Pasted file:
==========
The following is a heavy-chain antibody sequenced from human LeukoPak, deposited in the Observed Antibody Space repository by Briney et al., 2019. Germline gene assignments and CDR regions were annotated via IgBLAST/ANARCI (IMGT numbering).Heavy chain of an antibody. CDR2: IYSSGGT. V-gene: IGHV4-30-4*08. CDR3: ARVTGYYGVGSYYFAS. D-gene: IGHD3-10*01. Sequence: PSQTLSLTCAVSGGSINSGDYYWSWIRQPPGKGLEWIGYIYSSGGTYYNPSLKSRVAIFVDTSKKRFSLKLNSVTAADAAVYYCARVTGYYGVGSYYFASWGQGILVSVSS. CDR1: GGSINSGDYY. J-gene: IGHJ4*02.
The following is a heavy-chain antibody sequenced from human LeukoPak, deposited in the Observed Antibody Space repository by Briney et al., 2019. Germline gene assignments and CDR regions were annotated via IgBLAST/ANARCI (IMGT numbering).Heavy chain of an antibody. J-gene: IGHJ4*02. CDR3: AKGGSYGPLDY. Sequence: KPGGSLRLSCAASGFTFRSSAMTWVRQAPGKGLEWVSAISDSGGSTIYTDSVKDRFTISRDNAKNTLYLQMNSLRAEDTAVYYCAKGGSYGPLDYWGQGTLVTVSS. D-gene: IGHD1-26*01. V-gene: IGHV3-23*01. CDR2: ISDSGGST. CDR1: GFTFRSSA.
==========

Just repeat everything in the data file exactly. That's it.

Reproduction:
The following is a heavy-chain antibody sequenced from human LeukoPak, deposited in the Observed Antibody Space repository by Briney et al., 2019. Germline gene assignments and CDR regions were annotated via IgBLAST/ANARCI (IMGT numbering).Heavy chain of an antibody. CDR2: IYSSGGT. V-gene: IGHV4-30-4*08. CDR3: ARVTGYYGVGSYYFAS. D-gene: IGHD3-10*01. Sequence: PSQTLSLTCAVSGGSINSGDYYWSWIRQPPGKGLEWIGYIYSSGGTYYNPSLKSRVAIFVDTSKKRFSLKLNSVTAADAAVYYCARVTGYYGVGSYYFASWGQGILVSVSS. CDR1: GGSINSGDYY. J-gene: IGHJ4*02.
The following is a heavy-chain antibody sequenced from human LeukoPak, deposited in the Observed Antibody Space repository by Briney et al., 2019. Germline gene assignments and CDR regions were annotated via IgBLAST/ANARCI (IMGT numbering).Heavy chain of an antibody. J-gene: IGHJ4*02. CDR3: AKGGSYGPLDY. Sequence: KPGGSLRLSCAASGFTFRSSAMTWVRQAPGKGLEWVSAISDSGGSTIYTDSVKDRFTISRDNAKNTLYLQMNSLRAEDTAVYYCAKGGSYGPLDYWGQGTLVTVSS. D-gene: IGHD1-26*01. V-gene: IGHV3-23*01. CDR2: ISDSGGST. CDR1: GFTFRSSA.